Disparate Coalitions Now Make Up Two Parties, Study Finds

Income and education are no longer the best measure of party identification.
Income and education are no longer the best measure of party identification. (By Chuck Fadely -- Miami Herald Via Associated Press)
By Dan Balz
Washington Post Staff Writer
Monday, May 16, 2005

Four times in the past two decades, beginning in 1987, the Pew Research Center for the People & the Press has mapped the U.S. electorate. These studies have provided a guide to the changing shape of American politics, the strength of the major political parties, the stability -- or fragility -- of their coalitions and how issues unite or divide the country.

The latest effort was released last week, a thick booklet of data, charts and analysis from a Pew team led by director Andrew Kohut that describes the post-Sept. 11, 2001, political landscape.

In describing the new shape of the electorate, the study shows how far the country has moved from the days when income and education were the most useful barometers in predicting a person's party identification. Both parties now are coalitions of the wealthy and not-so-wealthy, and of well-educated and less-educated voters.

Taken together, the findings show why neither party can take its coalition for granted in future campaigns.

Pew divided the electorate into nine groups. Three are Republican-leaning: Enterprisers, Social Conservatives and Pro-Government Conservatives -- the one GOP group with significant numbers of lower-income people. Three are Democratic-leaning: Liberals, Disadvantaged Democrats and Conservative Democrats. Two are neither clearly Republican nor clearly Democrat: Upbeats and Disaffecteds. Finally there are the Bystanders, so named because they play little active role in politics.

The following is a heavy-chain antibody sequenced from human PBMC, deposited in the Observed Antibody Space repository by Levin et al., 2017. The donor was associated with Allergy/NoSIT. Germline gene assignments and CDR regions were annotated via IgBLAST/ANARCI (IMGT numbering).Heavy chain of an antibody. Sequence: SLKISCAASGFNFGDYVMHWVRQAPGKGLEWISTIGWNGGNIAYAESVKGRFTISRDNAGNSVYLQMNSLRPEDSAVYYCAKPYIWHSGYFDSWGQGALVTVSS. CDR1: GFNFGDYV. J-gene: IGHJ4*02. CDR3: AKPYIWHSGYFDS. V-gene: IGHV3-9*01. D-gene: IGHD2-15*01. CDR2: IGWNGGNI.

The study makes clear that Republicans are no longer the party just of the wealthy, nor are Democrats the party purely of the working class. As recent presidential elections made clear, Democrats have their own economic elite as part of their core constituency, and Republicans have their own cadre of down-scale supporters.

The Pew study found that, in terms of personal income, the Republican Enterprisers and the Democratic Liberals look almost identical. About four in 10 in each group said they have household incomes of $75,000 or more. The same held for one of the groups in the middle, the Upbeats. Enterprisers are the most likely to own or trade stocks (53 percent), followed by the Upbeats (42 percent), Liberals (38 percent) and Social Conservatives (35 percent).

Looked at from the other end of the income scale, nearly half of Pro-Government Conservatives have incomes of $30,000 or below, about the same as the Disadvantaged Democrats.

A similar pattern occurs when the groups are measured by years of educational achievement. Enterprisers and Liberals look very much alike: 49 percent of Liberals and 46 percent of Enterprisers are college graduates.

At the other end, 13 percent of Disadvantaged Democrats graduated from college, while in the Republican coalition, 15 percent of Pro-Government Conservatives graduated from college. In the cluster of groups that form the middle of the electorate, 11 percent of Disaffecteds finished college, while 37 percent of Upbeats are college graduates.